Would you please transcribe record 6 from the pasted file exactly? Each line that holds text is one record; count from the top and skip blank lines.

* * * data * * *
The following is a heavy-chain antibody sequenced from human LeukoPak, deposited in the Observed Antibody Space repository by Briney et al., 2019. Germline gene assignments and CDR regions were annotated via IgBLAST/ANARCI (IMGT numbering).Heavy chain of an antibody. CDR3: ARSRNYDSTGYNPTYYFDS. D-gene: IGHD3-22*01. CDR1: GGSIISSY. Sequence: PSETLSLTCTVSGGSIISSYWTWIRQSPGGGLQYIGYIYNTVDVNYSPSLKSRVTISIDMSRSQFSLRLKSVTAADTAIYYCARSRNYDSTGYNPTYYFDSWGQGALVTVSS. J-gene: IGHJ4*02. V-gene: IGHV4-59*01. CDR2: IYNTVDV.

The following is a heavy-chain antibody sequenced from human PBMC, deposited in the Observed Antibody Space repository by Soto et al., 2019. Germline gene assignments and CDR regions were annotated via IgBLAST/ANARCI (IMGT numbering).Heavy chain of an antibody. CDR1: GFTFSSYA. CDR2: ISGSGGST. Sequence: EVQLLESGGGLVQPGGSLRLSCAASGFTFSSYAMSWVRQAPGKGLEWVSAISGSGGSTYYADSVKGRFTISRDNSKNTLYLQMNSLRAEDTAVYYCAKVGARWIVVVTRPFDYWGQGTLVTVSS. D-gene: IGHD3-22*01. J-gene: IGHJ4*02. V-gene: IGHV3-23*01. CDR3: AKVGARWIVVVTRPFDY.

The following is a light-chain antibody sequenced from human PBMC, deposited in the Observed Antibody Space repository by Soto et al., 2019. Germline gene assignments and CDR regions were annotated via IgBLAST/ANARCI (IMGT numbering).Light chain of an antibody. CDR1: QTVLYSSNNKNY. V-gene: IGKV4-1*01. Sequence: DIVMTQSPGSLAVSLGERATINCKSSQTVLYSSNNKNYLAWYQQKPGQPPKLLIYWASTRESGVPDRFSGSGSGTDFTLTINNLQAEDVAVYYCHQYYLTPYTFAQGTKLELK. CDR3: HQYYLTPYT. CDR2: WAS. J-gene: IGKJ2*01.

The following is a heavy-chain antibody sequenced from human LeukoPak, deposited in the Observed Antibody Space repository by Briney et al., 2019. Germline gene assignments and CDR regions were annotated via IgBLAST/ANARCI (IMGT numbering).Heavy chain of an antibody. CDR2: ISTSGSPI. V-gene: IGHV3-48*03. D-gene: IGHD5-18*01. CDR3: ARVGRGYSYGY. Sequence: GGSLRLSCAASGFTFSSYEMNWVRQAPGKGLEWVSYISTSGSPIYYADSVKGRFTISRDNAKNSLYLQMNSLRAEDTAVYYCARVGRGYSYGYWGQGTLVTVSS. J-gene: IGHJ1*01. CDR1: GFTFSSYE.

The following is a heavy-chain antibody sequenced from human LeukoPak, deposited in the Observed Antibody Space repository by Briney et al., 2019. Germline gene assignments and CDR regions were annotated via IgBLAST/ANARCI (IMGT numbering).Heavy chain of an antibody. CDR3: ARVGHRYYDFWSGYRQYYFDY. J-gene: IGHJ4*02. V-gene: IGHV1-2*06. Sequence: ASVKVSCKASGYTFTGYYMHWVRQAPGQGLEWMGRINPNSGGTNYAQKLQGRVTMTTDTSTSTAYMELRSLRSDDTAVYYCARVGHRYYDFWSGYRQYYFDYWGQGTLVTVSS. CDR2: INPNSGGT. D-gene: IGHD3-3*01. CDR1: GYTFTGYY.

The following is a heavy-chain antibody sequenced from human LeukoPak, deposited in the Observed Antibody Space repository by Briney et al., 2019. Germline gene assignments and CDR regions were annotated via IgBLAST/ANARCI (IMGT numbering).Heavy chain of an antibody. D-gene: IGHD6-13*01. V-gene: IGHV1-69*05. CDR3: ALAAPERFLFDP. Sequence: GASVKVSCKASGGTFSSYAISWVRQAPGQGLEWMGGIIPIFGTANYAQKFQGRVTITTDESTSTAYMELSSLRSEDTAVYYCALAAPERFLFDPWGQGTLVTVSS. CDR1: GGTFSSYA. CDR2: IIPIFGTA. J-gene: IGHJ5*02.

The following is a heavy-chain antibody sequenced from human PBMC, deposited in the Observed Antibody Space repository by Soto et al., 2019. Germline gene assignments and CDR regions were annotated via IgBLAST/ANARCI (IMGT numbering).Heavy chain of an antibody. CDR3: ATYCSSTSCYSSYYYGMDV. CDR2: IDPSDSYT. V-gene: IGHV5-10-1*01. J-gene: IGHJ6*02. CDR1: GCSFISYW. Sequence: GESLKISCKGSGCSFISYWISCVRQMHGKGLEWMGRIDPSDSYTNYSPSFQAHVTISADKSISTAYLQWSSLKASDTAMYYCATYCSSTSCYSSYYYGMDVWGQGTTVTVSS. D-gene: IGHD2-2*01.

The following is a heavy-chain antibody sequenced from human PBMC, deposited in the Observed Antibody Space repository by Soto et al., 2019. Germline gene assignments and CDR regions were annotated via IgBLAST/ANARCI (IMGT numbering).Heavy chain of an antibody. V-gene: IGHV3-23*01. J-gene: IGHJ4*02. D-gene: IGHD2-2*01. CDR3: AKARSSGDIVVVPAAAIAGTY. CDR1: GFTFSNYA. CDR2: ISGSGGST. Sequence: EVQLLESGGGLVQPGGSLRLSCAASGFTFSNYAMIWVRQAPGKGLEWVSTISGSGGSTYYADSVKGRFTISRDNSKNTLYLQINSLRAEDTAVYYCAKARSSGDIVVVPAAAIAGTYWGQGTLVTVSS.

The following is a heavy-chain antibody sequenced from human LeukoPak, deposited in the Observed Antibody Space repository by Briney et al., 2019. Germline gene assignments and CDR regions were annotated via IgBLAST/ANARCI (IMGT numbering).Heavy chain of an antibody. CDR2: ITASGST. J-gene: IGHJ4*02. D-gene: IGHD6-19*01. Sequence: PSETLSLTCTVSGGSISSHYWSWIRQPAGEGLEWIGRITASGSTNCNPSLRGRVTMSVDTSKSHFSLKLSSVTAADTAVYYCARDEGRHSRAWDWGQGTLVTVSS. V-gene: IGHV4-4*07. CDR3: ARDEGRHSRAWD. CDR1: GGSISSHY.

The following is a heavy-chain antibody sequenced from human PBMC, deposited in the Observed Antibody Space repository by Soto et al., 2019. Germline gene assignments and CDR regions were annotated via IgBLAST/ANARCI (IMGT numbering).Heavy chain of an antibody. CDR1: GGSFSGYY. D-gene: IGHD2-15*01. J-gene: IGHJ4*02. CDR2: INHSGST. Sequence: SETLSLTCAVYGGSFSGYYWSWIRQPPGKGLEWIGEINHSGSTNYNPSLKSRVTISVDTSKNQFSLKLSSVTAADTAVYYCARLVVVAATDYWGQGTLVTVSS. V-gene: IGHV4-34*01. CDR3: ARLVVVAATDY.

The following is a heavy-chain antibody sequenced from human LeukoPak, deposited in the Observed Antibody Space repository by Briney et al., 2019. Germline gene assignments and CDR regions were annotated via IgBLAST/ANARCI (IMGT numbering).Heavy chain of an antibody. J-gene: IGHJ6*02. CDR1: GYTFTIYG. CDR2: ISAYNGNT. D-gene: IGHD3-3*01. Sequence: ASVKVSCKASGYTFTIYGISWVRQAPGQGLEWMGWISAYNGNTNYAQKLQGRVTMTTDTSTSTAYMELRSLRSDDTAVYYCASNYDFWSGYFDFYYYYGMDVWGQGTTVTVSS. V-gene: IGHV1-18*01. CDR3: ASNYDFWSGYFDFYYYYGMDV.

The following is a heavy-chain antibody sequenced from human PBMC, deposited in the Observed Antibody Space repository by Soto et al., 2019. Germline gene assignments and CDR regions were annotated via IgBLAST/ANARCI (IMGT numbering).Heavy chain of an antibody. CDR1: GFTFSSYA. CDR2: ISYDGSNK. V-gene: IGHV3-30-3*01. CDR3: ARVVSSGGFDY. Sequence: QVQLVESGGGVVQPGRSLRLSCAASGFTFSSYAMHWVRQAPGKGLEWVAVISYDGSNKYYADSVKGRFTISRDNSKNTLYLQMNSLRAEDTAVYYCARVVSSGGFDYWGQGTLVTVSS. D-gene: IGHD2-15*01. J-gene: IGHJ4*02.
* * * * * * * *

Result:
The following is a heavy-chain antibody sequenced from human LeukoPak, deposited in the Observed Antibody Space repository by Briney et al., 2019. Germline gene assignments and CDR regions were annotated via IgBLAST/ANARCI (IMGT numbering).Heavy chain of an antibody. D-gene: IGHD6-13*01. V-gene: IGHV1-69*05. CDR3: ALAAPERFLFDP. Sequence: GASVKVSCKASGGTFSSYAISWVRQAPGQGLEWMGGIIPIFGTANYAQKFQGRVTITTDESTSTAYMELSSLRSEDTAVYYCALAAPERFLFDPWGQGTLVTVSS. CDR1: GGTFSSYA. CDR2: IIPIFGTA. J-gene: IGHJ5*02.